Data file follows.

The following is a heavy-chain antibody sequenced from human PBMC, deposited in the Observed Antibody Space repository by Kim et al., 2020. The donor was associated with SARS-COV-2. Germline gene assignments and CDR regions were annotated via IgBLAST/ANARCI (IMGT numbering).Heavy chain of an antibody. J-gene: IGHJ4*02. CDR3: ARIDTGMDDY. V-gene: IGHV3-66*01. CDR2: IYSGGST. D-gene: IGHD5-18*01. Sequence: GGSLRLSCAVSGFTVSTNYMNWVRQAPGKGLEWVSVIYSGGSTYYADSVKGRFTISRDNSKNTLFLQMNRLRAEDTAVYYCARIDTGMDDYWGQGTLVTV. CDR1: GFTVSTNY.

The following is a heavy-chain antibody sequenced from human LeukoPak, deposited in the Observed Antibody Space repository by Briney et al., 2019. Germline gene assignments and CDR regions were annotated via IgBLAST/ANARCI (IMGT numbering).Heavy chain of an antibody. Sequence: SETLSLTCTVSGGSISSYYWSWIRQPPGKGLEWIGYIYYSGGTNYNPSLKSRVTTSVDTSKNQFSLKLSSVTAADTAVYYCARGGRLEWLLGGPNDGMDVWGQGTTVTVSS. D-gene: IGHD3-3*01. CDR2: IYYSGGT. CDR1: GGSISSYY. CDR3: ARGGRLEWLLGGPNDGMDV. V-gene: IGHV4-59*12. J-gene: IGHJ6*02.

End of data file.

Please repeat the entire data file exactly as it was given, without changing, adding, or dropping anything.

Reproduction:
The following is a heavy-chain antibody sequenced from human PBMC, deposited in the Observed Antibody Space repository by Kim et al., 2020. The donor was associated with SARS-COV-2. Germline gene assignments and CDR regions were annotated via IgBLAST/ANARCI (IMGT numbering).Heavy chain of an antibody. J-gene: IGHJ4*02. CDR3: ARIDTGMDDY. V-gene: IGHV3-66*01. CDR2: IYSGGST. D-gene: IGHD5-18*01. Sequence: GGSLRLSCAVSGFTVSTNYMNWVRQAPGKGLEWVSVIYSGGSTYYADSVKGRFTISRDNSKNTLFLQMNRLRAEDTAVYYCARIDTGMDDYWGQGTLVTV. CDR1: GFTVSTNY.

The following is a heavy-chain antibody sequenced from human LeukoPak, deposited in the Observed Antibody Space repository by Briney et al., 2019. Germline gene assignments and CDR regions were annotated via IgBLAST/ANARCI (IMGT numbering).Heavy chain of an antibody. Sequence: SETLSLTCTVSGGSISSYYWSWIRQPPGKGLEWIGYIYYSGGTNYNPSLKSRVTTSVDTSKNQFSLKLSSVTAADTAVYYCARGGRLEWLLGGPNDGMDVWGQGTTVTVSS. D-gene: IGHD3-3*01. CDR2: IYYSGGT. CDR1: GGSISSYY. CDR3: ARGGRLEWLLGGPNDGMDV. V-gene: IGHV4-59*12. J-gene: IGHJ6*02.